Set up PolicyKit permissions

See General Troubleshooting#Session permissions for setting up a working session.

With a working session, you have several options for granting the necessary privileges to NetworkManager:

Option 1. Run a PolicyKit authentication agent when you log in, such as /usr/lib/polkit-gnome/polkit-gnome-authentication-agent-1 (part of polkit-gnome). You will be prompted for your password whenever you add or remove a network connection.

Option 2. Add yourself to the wheel group. You will not have to enter your password, but your user account may be granted other permissions as well, such as the ability to use sudo without entering the root password.

Option 3. Add yourself to the network group and create the following file:

polkit.addRule(function(action, subject) {
  if (action.id.indexOf("org.freedesktop.NetworkManager.") == 0 && subject.isInGroup("network")) {
    return polkit.Result.YES;

All users in the network group will be able to add and remove networks without a password. This will not work under systemd if you do not have an active session with systemd-logind.

Network services with NetworkManager dispatcher

There are quite a few network services that you will not want running until NetworkManager brings up an interface. Good examples are NTPd and network filesystem mounts of various types (e.g. netfs). NetworkManager has the ability to start these services when you connect to a network and stop them when you disconnect. To activate the feature you need to start the NetworkManager-dispatcher.service.

Once the feature is active, scripts can be added to the /etc/NetworkManager/dispatcher.d directory. These scripts will need to have executable, user permissions. For security, it is good practice to make them owned by root:root and writable only by the owner.

The scripts will be run in alphabetical order at connection time, and in reverse alphabetical order at disconnect time. They receive two arguments: the name of the interface (e.g. eth0) and the status (up or down for interfaces and vpn-up or vpn-down for vpn connections). To ensure what order they come up in, it is common to use numerical characters prior to the name of the script (e.g. 10_portmap or 30_netfs (which ensures that the portmapper is up before NFS mounts are attempted).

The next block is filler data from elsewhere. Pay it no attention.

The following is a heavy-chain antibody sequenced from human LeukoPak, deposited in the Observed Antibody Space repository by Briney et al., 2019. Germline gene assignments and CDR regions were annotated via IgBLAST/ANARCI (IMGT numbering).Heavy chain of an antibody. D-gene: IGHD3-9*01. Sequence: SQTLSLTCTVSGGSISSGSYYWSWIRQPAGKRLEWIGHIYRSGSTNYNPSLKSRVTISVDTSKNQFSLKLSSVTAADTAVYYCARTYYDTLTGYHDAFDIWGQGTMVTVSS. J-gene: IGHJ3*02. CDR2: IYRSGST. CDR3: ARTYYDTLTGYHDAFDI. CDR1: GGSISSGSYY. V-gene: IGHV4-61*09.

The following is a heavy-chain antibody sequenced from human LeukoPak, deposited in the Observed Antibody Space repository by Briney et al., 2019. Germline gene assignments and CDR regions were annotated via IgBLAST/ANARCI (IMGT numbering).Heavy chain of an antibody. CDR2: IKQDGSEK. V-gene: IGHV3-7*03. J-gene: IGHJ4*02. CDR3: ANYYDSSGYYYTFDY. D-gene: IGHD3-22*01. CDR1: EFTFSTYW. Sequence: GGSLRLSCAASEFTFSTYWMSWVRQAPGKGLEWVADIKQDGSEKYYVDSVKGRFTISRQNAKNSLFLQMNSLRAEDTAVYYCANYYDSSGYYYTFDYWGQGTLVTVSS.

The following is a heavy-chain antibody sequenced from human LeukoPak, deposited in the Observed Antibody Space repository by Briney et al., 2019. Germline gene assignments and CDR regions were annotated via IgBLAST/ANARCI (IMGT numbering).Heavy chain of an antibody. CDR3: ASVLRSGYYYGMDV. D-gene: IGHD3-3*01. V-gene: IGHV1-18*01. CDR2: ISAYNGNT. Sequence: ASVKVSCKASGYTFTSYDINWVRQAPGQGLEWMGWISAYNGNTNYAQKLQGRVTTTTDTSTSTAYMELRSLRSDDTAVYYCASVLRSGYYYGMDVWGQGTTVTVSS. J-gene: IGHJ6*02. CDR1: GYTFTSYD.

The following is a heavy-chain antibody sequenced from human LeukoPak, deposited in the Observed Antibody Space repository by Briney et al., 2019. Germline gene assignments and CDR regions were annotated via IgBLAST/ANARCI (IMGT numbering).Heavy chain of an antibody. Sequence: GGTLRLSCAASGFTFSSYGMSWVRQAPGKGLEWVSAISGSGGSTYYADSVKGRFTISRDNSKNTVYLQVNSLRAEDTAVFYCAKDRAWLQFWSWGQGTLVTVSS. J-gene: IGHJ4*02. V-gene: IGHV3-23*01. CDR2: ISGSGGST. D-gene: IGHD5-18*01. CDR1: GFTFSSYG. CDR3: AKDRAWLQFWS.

• For security reason. You should disable write access for group and other. For example use 755 mask. In other case it can refuse to execute script, with error message "nm-dispatcher.action: Script could not be executed: writable by group or other, or set-UID." in /var/log/messages.log.
  • If you connect to foreign or public networks, be aware of what services you are starting and what servers you expect to be available for them to connect to. You could make a security hole by starting the wrong services while connected to a public network.

Avoiding the three seconds timeout

If the above is working, then this section is not relevant. However, there is a general problem related to running dispatcher scripts which take longer than 3 seconds to be executed. NetworkManager uses an internal timeout of 3 seconds (see the Bugtracker for more information) and automatically kills scripts that take longer than 3 seconds to finish. In this case, the dispatcher service file, located in /usr/lib/systemd/system/NetworkManager-dispatcher.service, has to be modified to remain active after exit:

.include /usr/lib/systemd/system/NetworkManager-dispatcher.service

Now start and enable the modified NetworkManager-dispatcher service.

Warning: Adding the RemainAfterExit line to it will prevent the dispatcher from closing. Unfortunately, the dispatcher has to close before it can run your scripts again. With it the dispatcher will not time out but it also will not close, which means that the scripts will only run once per boot. Therefore, do not add the line unless the three second timeout is definitely causing a problem.

Start OpenNTPD

Install the networkmanager-dispatcher-openntpd package.

Mount remote folder with sshfs